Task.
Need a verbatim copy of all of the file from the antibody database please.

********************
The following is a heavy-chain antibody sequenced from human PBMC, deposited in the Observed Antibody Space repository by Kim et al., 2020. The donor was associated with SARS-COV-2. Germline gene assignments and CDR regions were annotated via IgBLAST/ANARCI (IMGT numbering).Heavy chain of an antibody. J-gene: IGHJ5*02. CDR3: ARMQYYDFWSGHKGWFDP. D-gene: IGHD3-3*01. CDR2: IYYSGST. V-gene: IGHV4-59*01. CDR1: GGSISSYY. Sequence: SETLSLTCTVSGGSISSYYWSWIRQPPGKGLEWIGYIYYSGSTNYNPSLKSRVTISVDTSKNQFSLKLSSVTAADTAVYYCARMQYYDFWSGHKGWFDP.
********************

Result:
The following is a heavy-chain antibody sequenced from human PBMC, deposited in the Observed Antibody Space repository by Kim et al., 2020. The donor was associated with SARS-COV-2. Germline gene assignments and CDR regions were annotated via IgBLAST/ANARCI (IMGT numbering).Heavy chain of an antibody. J-gene: IGHJ5*02. CDR3: ARMQYYDFWSGHKGWFDP. D-gene: IGHD3-3*01. CDR2: IYYSGST. V-gene: IGHV4-59*01. CDR1: GGSISSYY. Sequence: SETLSLTCTVSGGSISSYYWSWIRQPPGKGLEWIGYIYYSGSTNYNPSLKSRVTISVDTSKNQFSLKLSSVTAADTAVYYCARMQYYDFWSGHKGWFDP.